Braff’s Cloying Approach Makes “Wish” One to Avoid
A vanity project if there ever was one, Zach Braff’s Wish You Were Here is far too calculated to take seriously and suffers from a sense of earnestness that’s so overbearing that the film ends up pushing us away rather than drawing us in. All of the blame rests on Braff’s shoulders as he not only stars in the film but directed and wrote it as well with his brother Adam. This project first made headlines when Braff began a Kickstarter campaign to produce it and raised over $3 million to do so, proving once more that W.C. Fields’ comment about a sucker being born every minute is as true now as it was when he first made this observation. While I have no facts to back this up, I wouldn’t be surprised if this grassroots effort was necessary because the filmmaker couldn’t get financing any other way.
A poster boy for Peter Pan Syndrome, Aidan Bloom (Braff) is a man-child stuck at a crossroads. 35 years old and getting nowhere as an actor, his much-too-understanding wife Sarah (Kate Hudson, better than she has been in years) supports him and his two children Grace (Joey King) and Tucker (Pierce Gagnon). However, Aidan is forced to come to terms with grown-up concerns when he’s told by his father Gabe (Mandy Patinkin) that he is dying and will no longer be able to pay the tuition for the kid’s private schooling. Realizing that desperate times call for desperate measures, Aiden decides he will homeschool his children, while continuing to go to auditions and tend to his father when he can.
Braff is far too self-conscious an actor to give a solid, well-rounded performance. As a result, Aidan is someone we simply can’t connect with, what with being so distracted by the performer’s “Hey, look at me” turn. As his brother Noah, Josh Gad gets sucked into this maelstrom of mugging, exaggerating his character’s quirky qualities past the point of parody, creating a caricature that’s far more irritating than poignant. Inexplicably, two actors who usually do all they can to steal the spotlight, Hudson and Patinkin, give solid performances that end up having us sympathize with Sarah and Gabe for having to deal with these albatrosses that have been tied around their necks. They both underplay to good effect, seasoned enough to know that a quiet line reading and a well-placed pause can be far more effective than any theatrical grandstanding.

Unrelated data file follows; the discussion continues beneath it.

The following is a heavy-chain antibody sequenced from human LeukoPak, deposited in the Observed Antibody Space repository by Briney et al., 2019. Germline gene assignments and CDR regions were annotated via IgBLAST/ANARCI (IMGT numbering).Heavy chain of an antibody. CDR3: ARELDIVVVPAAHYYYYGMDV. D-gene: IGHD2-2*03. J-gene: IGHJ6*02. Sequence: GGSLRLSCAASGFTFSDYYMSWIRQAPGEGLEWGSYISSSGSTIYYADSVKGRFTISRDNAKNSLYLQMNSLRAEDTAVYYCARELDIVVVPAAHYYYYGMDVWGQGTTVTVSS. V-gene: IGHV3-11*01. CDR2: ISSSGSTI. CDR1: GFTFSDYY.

As with most movies, its biggest fault lies in its foundation, as the Braffs’ script is predictable from the first. Where there is a long-standing feud between father and son there’s sure to be a deathbed reconciliation; when Noah’s out-of-his-league neighbor (Ashley Greene) approaches him in a passive aggressive manner, you can bet they’ll end up between the sheets in the end and when Sarah is harassed by a co-worker, you just know that in the end he’ll get his comeuppance from Aiden. These situations and their denouements arise in the most improbable manner and one’s left wishing that things played out in real life as perfectly as they do in the Braffs’ perfect world.
There are numerous reasons why Wish I Was Here left a bad taste in my mouth, not the least being the way in which each of the Blooms’ dire conflicts were resolved in a too-good-to-be-true manner. Braff’s cloying approach creates a tone of neediness that’s so uncomfortable that if the film were an acquaintance you’d delete it from your phone’s contact list and block it on Facebook. I don’t go to the movies to be accosted, I go to be entertained and prompted to think, two things Wish fails to do on both counts.